Verhaeghe’s scoring hasn’t slowed down despite the fact that he’s kind of bounced around the line-up a bit. So far this season he’s spent some time on Andy Andreoff’s line as well as with Gabriel Dumont. But he’s also lined up next to Brady Brassart and has recently taken a few shifts at center. After starting-and playing most of the season-on the top power play unit, he’s been shuffled to the second unit in recent games in order to balance out the scoring a bit.

No matter where he plays, he still puts up points.

The longest stretch he’s gone without recording a point in his Crunch career is five games. Only twice has he gone without a point in three or more games. That’s pretty darn consistent. He’s also been pretty productive at even strength. Only 13 of his 37 career goals with the Crunch have been on the man advantage.

So how has he been doing this over the last couple of seasons? If you watch him play on a game-in-and-game out basis what stands out are his shot and his hockey awareness. He doesn’t blow anyone away with his skating, and he’s not barreling guys over.

His first goal (of three) against Rochester shows off the accuracy of his wrist shot.

This is a move that he makes pretty regularly. Verhaeghe skated across the blue line and almost casually drifted into the center of the ice. He waited for the screen to be set by the defenseman and then ripped the puck into the net. The initial shot certainly didn’t look like it should be a prime scoring chance, but it worked. He’s been doing this since his days in junior hockey.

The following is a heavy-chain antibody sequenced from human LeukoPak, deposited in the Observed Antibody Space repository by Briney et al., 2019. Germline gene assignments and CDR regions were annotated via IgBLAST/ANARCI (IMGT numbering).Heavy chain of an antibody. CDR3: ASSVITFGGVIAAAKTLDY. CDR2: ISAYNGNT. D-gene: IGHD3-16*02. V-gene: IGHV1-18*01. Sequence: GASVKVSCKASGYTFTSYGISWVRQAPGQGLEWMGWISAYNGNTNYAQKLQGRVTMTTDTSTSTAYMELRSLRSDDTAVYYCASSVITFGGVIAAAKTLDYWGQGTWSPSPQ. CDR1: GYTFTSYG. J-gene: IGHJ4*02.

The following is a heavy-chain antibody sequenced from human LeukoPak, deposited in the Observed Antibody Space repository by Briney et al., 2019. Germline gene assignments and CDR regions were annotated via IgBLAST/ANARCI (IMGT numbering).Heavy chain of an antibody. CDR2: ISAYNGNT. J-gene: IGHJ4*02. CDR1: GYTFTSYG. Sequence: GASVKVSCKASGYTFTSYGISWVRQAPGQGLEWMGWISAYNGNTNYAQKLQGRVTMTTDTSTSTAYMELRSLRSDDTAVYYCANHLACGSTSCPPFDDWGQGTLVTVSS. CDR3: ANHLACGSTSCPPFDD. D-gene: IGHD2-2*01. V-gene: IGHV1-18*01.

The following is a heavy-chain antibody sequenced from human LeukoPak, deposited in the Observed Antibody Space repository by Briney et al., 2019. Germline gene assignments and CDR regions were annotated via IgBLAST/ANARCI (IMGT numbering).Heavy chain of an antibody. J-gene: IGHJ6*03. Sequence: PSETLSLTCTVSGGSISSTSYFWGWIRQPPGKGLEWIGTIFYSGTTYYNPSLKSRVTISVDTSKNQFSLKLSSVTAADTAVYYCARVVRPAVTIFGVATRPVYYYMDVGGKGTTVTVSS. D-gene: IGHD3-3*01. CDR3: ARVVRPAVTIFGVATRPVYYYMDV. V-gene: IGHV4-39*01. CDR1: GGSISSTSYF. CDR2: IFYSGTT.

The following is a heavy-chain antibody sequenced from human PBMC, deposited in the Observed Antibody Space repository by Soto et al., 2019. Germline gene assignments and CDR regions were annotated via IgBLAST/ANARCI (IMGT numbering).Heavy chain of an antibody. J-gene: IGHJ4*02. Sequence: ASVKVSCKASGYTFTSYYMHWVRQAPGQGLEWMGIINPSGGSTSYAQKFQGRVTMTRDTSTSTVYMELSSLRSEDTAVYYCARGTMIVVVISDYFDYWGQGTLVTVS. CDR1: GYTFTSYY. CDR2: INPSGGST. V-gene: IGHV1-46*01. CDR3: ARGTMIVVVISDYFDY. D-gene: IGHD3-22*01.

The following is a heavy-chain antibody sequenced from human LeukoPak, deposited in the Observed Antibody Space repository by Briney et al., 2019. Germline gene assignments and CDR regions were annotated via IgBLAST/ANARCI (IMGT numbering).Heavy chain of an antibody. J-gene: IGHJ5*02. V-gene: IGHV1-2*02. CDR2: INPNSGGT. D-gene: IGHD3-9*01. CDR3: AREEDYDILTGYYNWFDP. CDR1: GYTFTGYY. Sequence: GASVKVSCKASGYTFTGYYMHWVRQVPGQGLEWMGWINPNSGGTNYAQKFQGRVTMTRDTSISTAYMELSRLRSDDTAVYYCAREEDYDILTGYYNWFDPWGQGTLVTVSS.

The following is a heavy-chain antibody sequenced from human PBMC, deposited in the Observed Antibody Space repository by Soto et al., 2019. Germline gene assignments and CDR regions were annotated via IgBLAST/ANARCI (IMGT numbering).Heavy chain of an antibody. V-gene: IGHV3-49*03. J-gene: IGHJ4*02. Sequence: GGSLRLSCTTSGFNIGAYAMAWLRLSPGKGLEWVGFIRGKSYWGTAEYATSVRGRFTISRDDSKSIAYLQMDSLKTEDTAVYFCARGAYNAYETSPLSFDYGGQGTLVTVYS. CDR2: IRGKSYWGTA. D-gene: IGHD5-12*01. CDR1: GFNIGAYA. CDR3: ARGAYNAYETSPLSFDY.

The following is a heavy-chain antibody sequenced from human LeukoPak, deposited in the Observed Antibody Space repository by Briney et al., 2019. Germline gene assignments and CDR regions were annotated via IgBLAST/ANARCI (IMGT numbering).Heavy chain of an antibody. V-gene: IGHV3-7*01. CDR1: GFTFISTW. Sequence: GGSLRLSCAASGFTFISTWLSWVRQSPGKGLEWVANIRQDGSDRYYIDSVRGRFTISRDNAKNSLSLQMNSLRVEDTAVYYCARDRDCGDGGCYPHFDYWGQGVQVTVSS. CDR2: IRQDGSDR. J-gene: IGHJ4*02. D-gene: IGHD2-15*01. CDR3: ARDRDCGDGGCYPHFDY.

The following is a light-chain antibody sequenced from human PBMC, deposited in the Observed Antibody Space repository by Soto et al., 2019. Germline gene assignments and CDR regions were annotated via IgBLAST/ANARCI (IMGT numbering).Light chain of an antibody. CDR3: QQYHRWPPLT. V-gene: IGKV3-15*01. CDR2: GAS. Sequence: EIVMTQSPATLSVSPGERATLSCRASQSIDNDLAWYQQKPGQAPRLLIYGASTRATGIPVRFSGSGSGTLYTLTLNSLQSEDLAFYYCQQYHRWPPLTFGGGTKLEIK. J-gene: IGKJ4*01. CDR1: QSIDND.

This overtime goal (starts at 1:15 of the clip) showcases his awareness and quickness in the offensive zone.

He may not be the fastest player on the ice, but he was quick to pounce on the loose puck and then was able to accelerate quickly to open up a little space. His accuracy on the shot did the rest.

Given a spot on the roster, he’s earned his role as one of the top forwards on the Crunch. He’s worked hard to become a three-zone player and has fit in well with the pressure system that Coach Groulx espouses. The stability he’s been provided by the organization has been rewarded by his production. At just 23-years-old he has a chance to be a factor for the Lightning moving forward.

Game Preview:

The Syracuse Crunch (25-13-2-1) return to action as they host the Utica Comets (23-18-3-2) yet again. This is the seventh meeting between the two teams this season. Utica has won four of the previous six outings.

The Crunch will be without captain Gabriel Dumont. It was announced yesterday that he was suspended one game for his illegal check to the head in Syracuse’s last game against Rochester. Dumont hit defenseman Andrew MacWilliam in the jaw midway through the first period of the game and was assessed an elbowing penalty.

Syracuse also made another roster change, swapping Matthew Spencer and Oleg Sosunov. Spencer returns to Orlando for some playing time and Sosunov returns to be the eighth defenseman on the roster once Dominik Masin is ready to play again.

Potential Lines:


Alex Volkov – Andy Andreoff – Cory Conacher

Boris Katchouk – Ross Colton – Taylor Raddysh

Dennis Yan – Carter Verhaeghe – Alex Barre-Boulet

Troy Bourke – Brady Brassart – Otto Somppi


Cameron Gaunce – Cal Foote

Nolan Valleau – Jan Rutta

Hubert Labrie – Ben Thomas


Eddie Pasquale or Connor Ingram